AB: A lot of our lecturers are participants of the ITMO Fellowship & Professorship program. We find it very important to expand the network of collaboration and make the program more international. In light of our focus on research, it’s important to have well-established connections with partners from universities in other countries.

Our international staff are involved in courses on evidence-based medicine, the economy of healthcare, and epidemiology. We’ve tried to bring in lecturers with different backgrounds so that they wouldn’t just teach theory, but also provide students with an understanding of what it is they do, what kind of projects they develop, and where they work.

Anton Barchuk. Photo by Dmitry Grigoryev / ITMO.NEWS

Anton Barchuk. Photo by Dmitry Grigoryev / ITMO.NEWS

Do you plan to offer internships abroad?

AB: Right now we’re looking into relevant programs that would be beneficial to our students. We’re looking at countries that contribute heavily to epidemiological research and public health science research; but we’re also thinking about new markets. For one, we recently held an open-door day for applicants from Latin America. It’s important because we see our students as ambassadors for this field of science. And we hope they’ll help us develop our program at ITMO further.

ITMO has great academic mobility services, so our students will have interesting options to choose from. And it’s just as important to us that this program attracts students who choose to study in English.

And what about industrial collaborations? Will students be able to train and intern at partner companies?

KS: We’re already forming a foundation for that; we’ve got many ideas and we hope that by fall we’ll already have a pool of partners with whom we collaborate and where our students can do internships. We already have agreements with Scandinavia Clinic, Lahta Clinic, the Almazov National Medical Research Centre, the Petrov Research Institute of Oncology, and the Ilyinsky Hospital. Besides, we believe that some of the students will want to do their practical training at clinics and medical centers where they’re already employed – that’s an acceptable option, too. We just want to provide them with a varied choice so that they can try doing other things.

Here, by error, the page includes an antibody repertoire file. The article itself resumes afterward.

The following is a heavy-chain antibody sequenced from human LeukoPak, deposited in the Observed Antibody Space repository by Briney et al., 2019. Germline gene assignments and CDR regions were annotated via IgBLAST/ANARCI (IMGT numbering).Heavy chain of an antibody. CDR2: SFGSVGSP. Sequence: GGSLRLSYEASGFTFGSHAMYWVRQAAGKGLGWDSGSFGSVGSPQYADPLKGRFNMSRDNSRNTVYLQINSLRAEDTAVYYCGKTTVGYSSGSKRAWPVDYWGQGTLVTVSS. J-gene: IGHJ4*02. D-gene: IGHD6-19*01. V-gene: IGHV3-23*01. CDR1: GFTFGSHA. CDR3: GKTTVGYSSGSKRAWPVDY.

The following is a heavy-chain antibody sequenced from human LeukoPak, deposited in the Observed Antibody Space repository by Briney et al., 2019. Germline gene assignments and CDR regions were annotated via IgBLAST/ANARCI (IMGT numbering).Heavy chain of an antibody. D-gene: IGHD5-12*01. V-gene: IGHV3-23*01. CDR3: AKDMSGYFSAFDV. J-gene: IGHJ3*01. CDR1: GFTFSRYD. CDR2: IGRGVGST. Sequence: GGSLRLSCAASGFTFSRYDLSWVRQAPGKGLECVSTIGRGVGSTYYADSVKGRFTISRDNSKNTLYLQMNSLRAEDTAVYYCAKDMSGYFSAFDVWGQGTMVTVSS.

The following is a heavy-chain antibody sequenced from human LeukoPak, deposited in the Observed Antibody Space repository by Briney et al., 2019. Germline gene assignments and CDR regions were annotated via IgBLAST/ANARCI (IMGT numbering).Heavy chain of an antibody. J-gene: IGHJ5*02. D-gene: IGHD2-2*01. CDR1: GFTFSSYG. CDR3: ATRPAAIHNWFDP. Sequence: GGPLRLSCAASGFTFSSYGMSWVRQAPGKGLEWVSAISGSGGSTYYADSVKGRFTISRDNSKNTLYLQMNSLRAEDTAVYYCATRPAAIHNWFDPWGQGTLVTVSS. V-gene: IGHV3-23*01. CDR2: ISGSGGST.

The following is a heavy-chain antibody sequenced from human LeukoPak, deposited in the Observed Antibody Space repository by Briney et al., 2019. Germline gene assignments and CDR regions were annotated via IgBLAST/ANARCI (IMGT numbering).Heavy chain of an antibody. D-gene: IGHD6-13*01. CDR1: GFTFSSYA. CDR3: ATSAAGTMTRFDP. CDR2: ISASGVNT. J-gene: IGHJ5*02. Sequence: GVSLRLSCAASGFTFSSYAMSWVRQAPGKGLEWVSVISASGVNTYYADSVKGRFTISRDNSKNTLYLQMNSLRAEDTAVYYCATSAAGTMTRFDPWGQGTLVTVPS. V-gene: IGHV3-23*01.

The field is there: there are companies that provide health-related services and products. The aforementioned SberHealth, for instance, if we’re talking about Russia. We like to believe that they all adhere to the practices of evidence-based medicine and therefore need people capable of doing the necessary research.

Ophthalmological screening. Credit: photogenica.ru

Ophthalmological screening. Credit: photogenica.ru

AB: We teach our students a standard set of evidence-based practices. And it doesn’t matter whether the research is being done at a university, a company, or independently. It’s done based on established criteria related to research structure, ethics, data analysis, and the presentation of findings. It all follows the trend of scientific transparency and open data, which is now becoming more popular in academia.

There are independent companies that conduct health research, and that’s one of the possible directions for our students. Many companies today need people who can generate hypotheses, design studies, and analyze data properly. We teach students to do all these things so that by the end of their studies, they would have been through every stage: from idea to publication.

Speaking of our colleagues at Lahta Clinic, on July 16-17 ITMO will host the second (Non-)Conference – an event for doctors, attending physicians, and medical interns. At the conference, we’ll cover not only challenging medical subjects, but also, for instance, communication skills. In this joint initiative, we see a great space for future projects.